“The stay indicates we can do it,” said Ramarathnam. “It’s about these 900 trees and what they mean. All is not lost. There are still good [judges] who will give us good judgments.”
The Caste System Among Trees
Given recent judicial history on ecological issues and general hostility to them, Ramarathnam said, they were “pretty sure the decision would go against us”. Environmental laws in India were not in their favour, she said, because they are not punitive.
“[The laws] say you should not do this, but there is nothing more than a fine, especially for roadside trees (that are cut),” she said. “You have to be a tree in a forest, a tree in a reserve forest or a very old tree in an urban forest (for the laws to apply). There is a caste system even among trees.”
These citizens were not, as they and their petition emphasise, against the widening of the highway. They only opposed the fact that no effort was made to save the grand banyans, and no alternatives were even considered. In doing so, they called out the NHAI’s plan—or the lack of it—to expand a two-lane highway to four-lane by either bending the truth or withholding it in court, a tactic commonly used by agencies or companies that build roads, dams and factories.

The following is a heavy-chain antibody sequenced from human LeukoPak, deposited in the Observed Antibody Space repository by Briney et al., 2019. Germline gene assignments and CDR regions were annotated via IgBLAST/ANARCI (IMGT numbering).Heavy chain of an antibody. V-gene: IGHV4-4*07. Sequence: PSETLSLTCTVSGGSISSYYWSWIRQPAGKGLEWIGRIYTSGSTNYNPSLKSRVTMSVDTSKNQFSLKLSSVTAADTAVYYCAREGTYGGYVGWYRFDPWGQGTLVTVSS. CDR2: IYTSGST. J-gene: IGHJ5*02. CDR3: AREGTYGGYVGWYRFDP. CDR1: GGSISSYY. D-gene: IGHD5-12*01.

What Worked: Lawyer, Data, Luck
Three things worked for them, according to Ramarathnam. “We had an extremely good lawyer, we had data, and we had a lot of luck,” she said.
The data certainly helped. For instance, the NHAI said there were 700 banyans. The group counted 914—they walked the 42-km stretch of the Chellava road, officially called national highway (NH) 163, over four days, in Telangana's unforgiving sun, photographing and gathering latitude and longitude data for each tree using a GPS app locator (a process called geotagging), estimating height and girth of each tree and creating an excel spreadsheet.